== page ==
Monday’s Minutes

“Monday’s Minutes” is a weekly post in which I track my bookish life.  All book covers are linked to Goodreads unless otherwise noted.

Currently Reading:

  • Miss Peregrine’s Home for Peculiar Children by Ransom Riggs – for Castle Macabre’s Gothic September read-along.
  • Queen of the Damned by Anne Rice
  • A Free Man of Color by Barbara Hambly
  • Plain Kate by Erin Bow
  • Slave of My Thirst by Tom Holland

Peculiar queen free

plain thirst


  • The Hostile Hospital by Lemony Snicket
  • Sentenced to Death by Lorna Barrett

hospital sentenced


Total pages read: 713

Total # of books for the year: 63.  I thought my reading would slow down once I focused on catching up on reviews and non-blogging stuff, but I’m reading just as much, if not more, than usual.  I spent most of the weekend reading Slave of My Thirst after picking it up from my stack of RIP XI books.  I thought I wasn’t going to like it and would quickly DNF it, but I was completely wrong.  So far, it’s one of the best vampire stories I’ve ever read and I didn’t want to put it down.  I managed to get the laundry and dishes done, but everything else fell by the wayside.

What are you reading this week?

Mini-Review: The Long Dark Tea-Time of the Soul


  • Author: Douglas Adams
  • ISBN: 9781476783000
  • Genre: Sci-Fi/Fantasy/Mystery
  • Pages: 256


I love anything by Douglas Adams, but I was particularly interested in reading The Long Dark Tea-Time of the of the Soul because of the title.  I thought there’s no way this book could be bad with a title like that.  In order to read it, however, I had to read Dirk Gently’s Holistic Detective Agency first.  That was amazing, so I was looking forward to this one even more.

The story was very different from the first book.  It was more of a Fantasy than a Sci-Fi story and involved Norse mythology.  However, think of a comical version of Neil Gaiman’s American Gods, and you’ve got The Long Dark Tea-Time of the Soul.  After I finished it, I even wondered if this book is where Gaiman got his idea for American Gods.  Regardless, I enjoyed The Long Dark Tea-Time of the Soul much more because, as with everything Adams wrote, it doesn’t take itself, or anything, too seriously.  If you’re looking for a book that shows just how absurd life really is, you can’t go wrong with this one.


#FitReaders Check-In

  • This check-in is for September 9th – 15th.
  • While I didn’t get anywhere near my step goal, I did get out every day during my morning break at work to walk.  The temperature is finally cool enough for the first half of the day that I can get a few steps in.  Hopefully, it will be cooler soon so I can go out during my lunch and afternoon break as well.
  • My first meeting with my new “coach” was mostly an introductory, getting to know you meeting.  However, I did set a daily calorie goal and did my first weigh-in.  I also committed to tracking all of my food.
  • I’m no longer going to be tracking how many flights of stairs I do each week.  I have no problem surpassing that goal since I have stairs at home and I always take the stairs, instead of the elevator, at work.
  • My work schedule may be changing next week, so my workout plans/goals will have to change too.  I’m still figuring it out, but I’m sure it won’t be a problem.
  • I got my medal for the 50-mile Road to Hogwarts virtual race I completed:


I’m looking forward to doing more of these so I have an excuse to buy a rack to display this and any future medals I earn.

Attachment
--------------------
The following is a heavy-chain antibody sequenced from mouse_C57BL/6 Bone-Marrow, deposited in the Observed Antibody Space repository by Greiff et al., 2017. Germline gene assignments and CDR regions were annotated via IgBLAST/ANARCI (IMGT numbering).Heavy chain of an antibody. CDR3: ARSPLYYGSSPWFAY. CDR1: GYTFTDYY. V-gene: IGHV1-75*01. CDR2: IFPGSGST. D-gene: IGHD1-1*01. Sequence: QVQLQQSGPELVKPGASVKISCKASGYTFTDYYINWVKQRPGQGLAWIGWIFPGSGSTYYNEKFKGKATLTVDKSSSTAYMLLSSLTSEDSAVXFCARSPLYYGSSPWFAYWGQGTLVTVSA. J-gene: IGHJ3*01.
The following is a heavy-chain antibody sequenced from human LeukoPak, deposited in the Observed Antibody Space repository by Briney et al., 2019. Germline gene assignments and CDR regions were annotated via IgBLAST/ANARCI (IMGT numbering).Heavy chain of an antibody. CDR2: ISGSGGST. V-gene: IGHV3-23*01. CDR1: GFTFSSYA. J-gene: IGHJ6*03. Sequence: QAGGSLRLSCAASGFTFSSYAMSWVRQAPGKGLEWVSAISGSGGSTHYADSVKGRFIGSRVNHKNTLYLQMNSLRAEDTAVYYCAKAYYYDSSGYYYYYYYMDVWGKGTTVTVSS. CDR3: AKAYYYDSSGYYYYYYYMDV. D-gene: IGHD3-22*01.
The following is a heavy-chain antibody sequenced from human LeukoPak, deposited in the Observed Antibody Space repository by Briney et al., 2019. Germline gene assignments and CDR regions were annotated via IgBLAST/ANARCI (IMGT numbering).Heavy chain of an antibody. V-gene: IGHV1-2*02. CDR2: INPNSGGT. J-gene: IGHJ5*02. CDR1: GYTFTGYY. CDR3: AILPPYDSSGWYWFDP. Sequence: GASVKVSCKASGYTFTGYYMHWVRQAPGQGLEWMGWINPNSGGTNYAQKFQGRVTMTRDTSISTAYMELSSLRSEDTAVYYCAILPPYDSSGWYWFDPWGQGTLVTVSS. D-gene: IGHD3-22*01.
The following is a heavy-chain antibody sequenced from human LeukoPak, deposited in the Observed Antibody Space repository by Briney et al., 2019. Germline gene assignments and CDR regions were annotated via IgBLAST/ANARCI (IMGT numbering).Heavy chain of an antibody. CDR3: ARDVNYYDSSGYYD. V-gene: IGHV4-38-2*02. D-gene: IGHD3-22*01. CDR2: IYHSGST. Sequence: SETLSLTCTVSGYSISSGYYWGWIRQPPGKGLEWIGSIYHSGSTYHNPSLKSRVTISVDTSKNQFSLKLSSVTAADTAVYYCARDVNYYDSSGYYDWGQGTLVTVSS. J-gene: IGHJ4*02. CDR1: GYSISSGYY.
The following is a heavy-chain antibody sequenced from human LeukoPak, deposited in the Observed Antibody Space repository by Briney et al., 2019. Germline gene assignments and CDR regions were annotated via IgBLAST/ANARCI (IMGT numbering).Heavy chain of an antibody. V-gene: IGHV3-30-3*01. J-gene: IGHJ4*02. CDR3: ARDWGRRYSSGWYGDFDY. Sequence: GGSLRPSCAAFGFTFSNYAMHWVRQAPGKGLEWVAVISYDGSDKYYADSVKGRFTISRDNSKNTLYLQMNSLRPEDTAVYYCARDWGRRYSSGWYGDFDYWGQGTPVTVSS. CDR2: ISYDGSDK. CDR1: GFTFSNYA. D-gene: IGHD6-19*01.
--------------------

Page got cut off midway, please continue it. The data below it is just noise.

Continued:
• If you’d like to add me as a friend on FitBit, you can find me HERE.
  • Steps: 33,607/49,000
  • Miles: 13.81/17.5
  • Active Minutes: 160/175
  • Days I Tracked My Food: 7/7
  • Monthly 5K Races Completed: 3/10
  • Monthly 1 Mile Fun “Runs” Completed: 2/10
  • Total Money Donated: $22.13/$25.00

Review: The Communication Room


  • Author: Adam Aresty
  • ISBN: 9780692664797
  • Genre: Science Fiction
  • Publisher: Vagabondage Press

Leonard Ackerman works at a remote army base trying to solve the greatest threat facing mankind. An alien invasion that has eroded our species down to very few numbers as far as Ackerman can tell. His base is compromised and Ackerman retreats to a laboratory he has never been inside, locking himself there with the enemy right outside his door. Inside the lab are thirteen telephones—from the American civil war through to Ackerman’s present day, about 100 years from now.

This laboratory seems to be some sort of closed experiment and Ackerman discovers that he cannot exit the lab until the experiment has run its course. The method and ultimate goal of the test is beyond his reach for now… but the first telephone rings and the only thing Ackerman can do is answer… – Goodreads synopsis

I received this book from the publisher in exchange for an honest review.

As soon as I start reading that an author is “award winning” in a pitch from a publisher, I tend to be suspicious about the book they’re trying to get me to read.  However, the idea of being locked in a laboratory full of phones from various points throughout time was too intriguing for me to pass up.

The only negative I have about The Communication Room is that it’s too short.  I think it would be an even better story if it were closer to novel length rather than only a novella.  Other than that, it’s a terrific example of the Science Fiction genre and would fit perfectly into an anthology, perhaps between two much shorter pieces.

For anyone interested in trying out some Sci-Fi, this would be an excellent choice.  It only takes an hour or so to read, so it’s not a huge investment.  Besides, I think this story just might get anyone new to Sci-Fi hooked and wanting more.  I’ll definitely be looking into reading more of Adam Aresty’s work and seeing what else Vagabondage Press has to offer.